Christopher J Rapuano, MD is a member of the following medical societies: American Academy of Ophthalmology, American Ophthalmological Society, American Society of Cataract and Refractive Surgery, Contact Lens Association of Ophthalmologists, International Society of Refractive Surgery, Cornea Society, Eye Bank Association of America

Disclosure: Serve(d) as a director, officer, partner, employee, advisor, consultant or trustee for: Cornea Society, Allergan, Bausch & Lomb, Bio-Tissue, Shire, TearScience, TearLab<br/>Serve(d) as a speaker or a member of a speakers bureau for: Allergan, Bausch & Lomb, Bio-Tissue, TearScience.

Chief Editor

Hampton Roy, Sr, MD Associate Clinical Professor, Department of Ophthalmology, University of Arkansas for Medical Sciences

Hampton Roy, Sr, MD is a member of the following medical societies: American Academy of Ophthalmology, American College of Surgeons, Pan-American Association of Ophthalmology

Disclosure: Nothing to disclose.

Additional Contributors

Jack L Wilson, PhD Distinguished Professor, Department of Anatomy and Neurobiology, University of Tennessee Health Science Center College of Medicine

Jack L Wilson, PhD is a member of the following medical societies: American Association of Anatomists, American Heart Association, American Association of Clinical Anatomists

Disclosure: Nothing to disclose.

References
  1. Eye Bank Association of America 2014 Eye Banking Statistical Report. Available at http://www.restoresight.org/wp-content/uploads/2015/03/2014_Statistical_Report-FINAL.pdf. Accessed: June 16, 2015.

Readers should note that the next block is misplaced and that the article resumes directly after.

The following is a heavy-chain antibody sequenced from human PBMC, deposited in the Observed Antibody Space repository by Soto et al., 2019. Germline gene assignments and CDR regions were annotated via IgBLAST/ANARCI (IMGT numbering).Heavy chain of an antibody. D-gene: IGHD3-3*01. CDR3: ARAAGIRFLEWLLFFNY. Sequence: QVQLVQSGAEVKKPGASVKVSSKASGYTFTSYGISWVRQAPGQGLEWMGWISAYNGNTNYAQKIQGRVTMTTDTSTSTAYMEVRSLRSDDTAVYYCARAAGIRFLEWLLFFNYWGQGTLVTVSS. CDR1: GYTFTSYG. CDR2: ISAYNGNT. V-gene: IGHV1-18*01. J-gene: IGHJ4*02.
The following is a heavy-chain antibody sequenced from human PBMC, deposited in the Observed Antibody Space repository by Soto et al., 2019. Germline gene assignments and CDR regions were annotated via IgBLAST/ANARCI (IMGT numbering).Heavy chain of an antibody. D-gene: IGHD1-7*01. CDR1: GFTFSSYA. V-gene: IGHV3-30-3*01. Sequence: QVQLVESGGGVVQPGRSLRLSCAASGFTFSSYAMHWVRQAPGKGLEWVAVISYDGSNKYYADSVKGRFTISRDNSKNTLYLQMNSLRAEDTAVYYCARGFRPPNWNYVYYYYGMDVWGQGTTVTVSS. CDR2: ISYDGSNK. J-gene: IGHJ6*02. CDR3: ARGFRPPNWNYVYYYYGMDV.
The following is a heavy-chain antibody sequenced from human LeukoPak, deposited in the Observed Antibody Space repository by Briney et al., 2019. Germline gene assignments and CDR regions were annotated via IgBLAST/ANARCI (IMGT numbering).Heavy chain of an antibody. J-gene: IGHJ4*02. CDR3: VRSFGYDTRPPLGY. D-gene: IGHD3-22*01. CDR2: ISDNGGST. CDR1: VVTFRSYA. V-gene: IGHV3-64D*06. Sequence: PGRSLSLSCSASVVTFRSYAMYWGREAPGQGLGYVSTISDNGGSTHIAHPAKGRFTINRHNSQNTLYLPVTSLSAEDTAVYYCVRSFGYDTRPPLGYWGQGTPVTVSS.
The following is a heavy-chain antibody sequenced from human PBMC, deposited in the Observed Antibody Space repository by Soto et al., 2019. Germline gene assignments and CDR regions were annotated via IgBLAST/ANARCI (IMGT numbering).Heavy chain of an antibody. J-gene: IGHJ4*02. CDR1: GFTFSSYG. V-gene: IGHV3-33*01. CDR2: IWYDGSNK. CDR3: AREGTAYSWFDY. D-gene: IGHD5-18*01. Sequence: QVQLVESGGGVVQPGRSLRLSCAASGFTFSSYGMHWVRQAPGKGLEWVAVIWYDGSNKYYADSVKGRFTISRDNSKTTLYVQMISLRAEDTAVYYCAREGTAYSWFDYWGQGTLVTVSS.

2. Tan DT, Dart JK, Holland EJ, Kinoshita S. Corneal transplantation. Lancet. 2012 May 5. 379(9827):1749-61. [Medline].

  3. Ritter T, Wilk M, Nosov M. Gene therapy approaches to prevent corneal graft rejection: where do we stand?. Ophthalmic Res. 2013. 50(3):135-40. [Medline].

  4. Panda A, Vanathi M, Kumar A, Dash Y, Priya S. Corneal graft rejection. Surv Ophthalmol. 2007 Jul-Aug. 52 (4):375-96. [Medline].

  5. Stulting RD, Sugar A, Beck R, Belin M, Dontchev M, Feder RS, et al. Effect of donor and recipient factors on corneal graft rejection. Cornea. 2012 Oct. 31 (10):1141-7. [Medline].

  6. Ang M, Wilkins MR, Mehta JS, Tan D. Descemet membrane endothelial keratoplasty. Br J Ophthalmol. 2016 Jan. 100 (1):15-21. [Medline].